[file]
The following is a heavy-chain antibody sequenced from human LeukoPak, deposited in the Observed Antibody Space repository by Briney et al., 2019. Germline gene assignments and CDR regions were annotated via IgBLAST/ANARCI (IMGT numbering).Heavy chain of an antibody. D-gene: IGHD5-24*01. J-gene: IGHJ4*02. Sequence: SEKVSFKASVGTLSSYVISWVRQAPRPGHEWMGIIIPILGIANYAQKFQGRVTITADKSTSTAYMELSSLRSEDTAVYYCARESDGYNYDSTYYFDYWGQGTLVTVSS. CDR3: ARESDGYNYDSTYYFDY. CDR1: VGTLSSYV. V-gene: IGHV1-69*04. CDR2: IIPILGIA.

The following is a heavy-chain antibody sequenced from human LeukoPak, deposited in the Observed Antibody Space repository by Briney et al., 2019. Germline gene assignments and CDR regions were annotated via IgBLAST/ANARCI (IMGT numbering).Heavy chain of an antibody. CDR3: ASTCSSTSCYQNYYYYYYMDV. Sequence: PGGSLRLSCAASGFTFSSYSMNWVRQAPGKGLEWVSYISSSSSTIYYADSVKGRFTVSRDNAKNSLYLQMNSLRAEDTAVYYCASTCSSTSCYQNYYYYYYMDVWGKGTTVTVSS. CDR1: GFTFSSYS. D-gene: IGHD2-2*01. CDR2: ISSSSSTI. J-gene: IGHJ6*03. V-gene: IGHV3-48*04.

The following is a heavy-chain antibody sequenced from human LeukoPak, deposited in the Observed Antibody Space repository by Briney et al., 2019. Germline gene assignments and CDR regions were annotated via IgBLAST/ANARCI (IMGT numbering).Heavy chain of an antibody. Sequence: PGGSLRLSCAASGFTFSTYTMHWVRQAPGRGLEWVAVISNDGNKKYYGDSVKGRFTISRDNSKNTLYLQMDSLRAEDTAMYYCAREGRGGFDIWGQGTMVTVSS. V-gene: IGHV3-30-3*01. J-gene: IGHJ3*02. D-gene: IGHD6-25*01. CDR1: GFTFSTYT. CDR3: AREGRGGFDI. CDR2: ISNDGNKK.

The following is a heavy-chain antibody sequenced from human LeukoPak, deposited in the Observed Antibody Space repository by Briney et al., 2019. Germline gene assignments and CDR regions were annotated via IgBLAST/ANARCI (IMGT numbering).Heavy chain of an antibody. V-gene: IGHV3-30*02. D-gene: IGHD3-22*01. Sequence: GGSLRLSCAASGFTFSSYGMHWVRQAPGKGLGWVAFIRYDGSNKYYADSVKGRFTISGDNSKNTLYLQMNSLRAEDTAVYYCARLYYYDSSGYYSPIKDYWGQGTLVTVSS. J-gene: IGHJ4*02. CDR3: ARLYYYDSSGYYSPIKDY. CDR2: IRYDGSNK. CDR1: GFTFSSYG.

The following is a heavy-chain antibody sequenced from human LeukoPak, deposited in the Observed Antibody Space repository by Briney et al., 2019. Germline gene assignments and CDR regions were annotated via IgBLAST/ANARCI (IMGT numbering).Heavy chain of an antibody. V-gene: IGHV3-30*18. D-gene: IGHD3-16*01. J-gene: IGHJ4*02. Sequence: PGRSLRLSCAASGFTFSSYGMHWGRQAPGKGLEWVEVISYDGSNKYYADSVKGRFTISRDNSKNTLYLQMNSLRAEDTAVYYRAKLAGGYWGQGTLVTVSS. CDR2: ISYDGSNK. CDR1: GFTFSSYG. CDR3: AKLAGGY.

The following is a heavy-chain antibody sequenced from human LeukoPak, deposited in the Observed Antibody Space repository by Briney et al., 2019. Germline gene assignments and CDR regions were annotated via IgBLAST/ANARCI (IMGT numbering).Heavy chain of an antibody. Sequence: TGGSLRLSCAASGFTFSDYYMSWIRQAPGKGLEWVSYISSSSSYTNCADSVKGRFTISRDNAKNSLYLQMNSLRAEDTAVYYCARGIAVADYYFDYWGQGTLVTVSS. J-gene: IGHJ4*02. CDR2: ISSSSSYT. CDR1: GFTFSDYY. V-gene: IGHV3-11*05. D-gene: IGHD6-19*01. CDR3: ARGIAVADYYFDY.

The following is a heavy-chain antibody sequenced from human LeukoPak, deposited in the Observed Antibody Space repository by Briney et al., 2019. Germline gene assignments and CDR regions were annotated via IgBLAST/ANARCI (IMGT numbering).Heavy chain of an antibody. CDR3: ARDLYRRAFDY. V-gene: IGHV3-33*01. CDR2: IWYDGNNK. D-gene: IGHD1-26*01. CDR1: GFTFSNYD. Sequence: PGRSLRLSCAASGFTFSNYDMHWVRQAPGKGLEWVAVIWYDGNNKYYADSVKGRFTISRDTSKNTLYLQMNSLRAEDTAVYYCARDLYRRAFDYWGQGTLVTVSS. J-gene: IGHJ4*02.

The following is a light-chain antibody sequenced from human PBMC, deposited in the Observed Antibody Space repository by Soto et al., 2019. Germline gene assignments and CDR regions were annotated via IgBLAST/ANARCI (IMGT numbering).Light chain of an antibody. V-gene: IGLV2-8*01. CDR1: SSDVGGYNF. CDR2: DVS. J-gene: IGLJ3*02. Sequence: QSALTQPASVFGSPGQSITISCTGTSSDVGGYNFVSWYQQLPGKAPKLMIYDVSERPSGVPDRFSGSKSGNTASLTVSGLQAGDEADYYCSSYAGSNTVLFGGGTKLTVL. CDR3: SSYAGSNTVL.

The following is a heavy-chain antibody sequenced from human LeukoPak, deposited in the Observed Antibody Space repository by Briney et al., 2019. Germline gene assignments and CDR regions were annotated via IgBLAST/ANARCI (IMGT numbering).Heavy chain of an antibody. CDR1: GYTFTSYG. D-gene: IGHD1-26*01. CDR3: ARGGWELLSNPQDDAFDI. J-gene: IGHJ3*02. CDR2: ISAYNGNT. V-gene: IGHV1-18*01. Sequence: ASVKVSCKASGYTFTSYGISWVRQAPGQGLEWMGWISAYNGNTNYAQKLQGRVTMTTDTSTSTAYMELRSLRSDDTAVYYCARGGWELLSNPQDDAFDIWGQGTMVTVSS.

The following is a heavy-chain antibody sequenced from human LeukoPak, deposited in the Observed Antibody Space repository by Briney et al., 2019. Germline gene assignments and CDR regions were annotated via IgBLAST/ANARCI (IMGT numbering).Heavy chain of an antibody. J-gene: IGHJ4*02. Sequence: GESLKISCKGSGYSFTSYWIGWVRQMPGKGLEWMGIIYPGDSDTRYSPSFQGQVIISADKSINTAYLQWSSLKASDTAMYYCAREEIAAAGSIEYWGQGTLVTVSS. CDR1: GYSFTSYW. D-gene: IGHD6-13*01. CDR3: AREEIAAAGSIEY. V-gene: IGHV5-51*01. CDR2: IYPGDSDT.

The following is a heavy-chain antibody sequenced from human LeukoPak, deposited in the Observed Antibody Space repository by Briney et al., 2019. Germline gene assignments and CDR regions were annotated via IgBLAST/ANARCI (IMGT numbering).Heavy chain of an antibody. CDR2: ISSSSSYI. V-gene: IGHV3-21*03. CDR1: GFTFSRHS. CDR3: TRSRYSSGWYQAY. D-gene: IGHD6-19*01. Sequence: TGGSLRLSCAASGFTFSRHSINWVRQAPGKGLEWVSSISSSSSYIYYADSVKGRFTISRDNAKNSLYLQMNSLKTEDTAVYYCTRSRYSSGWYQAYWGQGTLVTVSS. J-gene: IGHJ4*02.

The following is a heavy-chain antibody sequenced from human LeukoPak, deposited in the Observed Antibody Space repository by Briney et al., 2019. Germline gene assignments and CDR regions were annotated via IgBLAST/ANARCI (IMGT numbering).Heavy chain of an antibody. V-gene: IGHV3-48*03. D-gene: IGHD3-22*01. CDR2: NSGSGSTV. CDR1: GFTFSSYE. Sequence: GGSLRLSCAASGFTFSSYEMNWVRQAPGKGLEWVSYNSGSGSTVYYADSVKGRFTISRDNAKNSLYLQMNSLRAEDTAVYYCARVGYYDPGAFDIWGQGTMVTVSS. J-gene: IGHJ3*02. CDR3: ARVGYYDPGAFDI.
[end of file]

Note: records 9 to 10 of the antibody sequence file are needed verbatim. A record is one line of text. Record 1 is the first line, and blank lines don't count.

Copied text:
The following is a heavy-chain antibody sequenced from human LeukoPak, deposited in the Observed Antibody Space repository by Briney et al., 2019. Germline gene assignments and CDR regions were annotated via IgBLAST/ANARCI (IMGT numbering).Heavy chain of an antibody. CDR1: GYTFTSYG. D-gene: IGHD1-26*01. CDR3: ARGGWELLSNPQDDAFDI. J-gene: IGHJ3*02. CDR2: ISAYNGNT. V-gene: IGHV1-18*01. Sequence: ASVKVSCKASGYTFTSYGISWVRQAPGQGLEWMGWISAYNGNTNYAQKLQGRVTMTTDTSTSTAYMELRSLRSDDTAVYYCARGGWELLSNPQDDAFDIWGQGTMVTVSS.

The following is a heavy-chain antibody sequenced from human LeukoPak, deposited in the Observed Antibody Space repository by Briney et al., 2019. Germline gene assignments and CDR regions were annotated via IgBLAST/ANARCI (IMGT numbering).Heavy chain of an antibody. J-gene: IGHJ4*02. Sequence: GESLKISCKGSGYSFTSYWIGWVRQMPGKGLEWMGIIYPGDSDTRYSPSFQGQVIISADKSINTAYLQWSSLKASDTAMYYCAREEIAAAGSIEYWGQGTLVTVSS. CDR1: GYSFTSYW. D-gene: IGHD6-13*01. CDR3: AREEIAAAGSIEY. V-gene: IGHV5-51*01. CDR2: IYPGDSDT.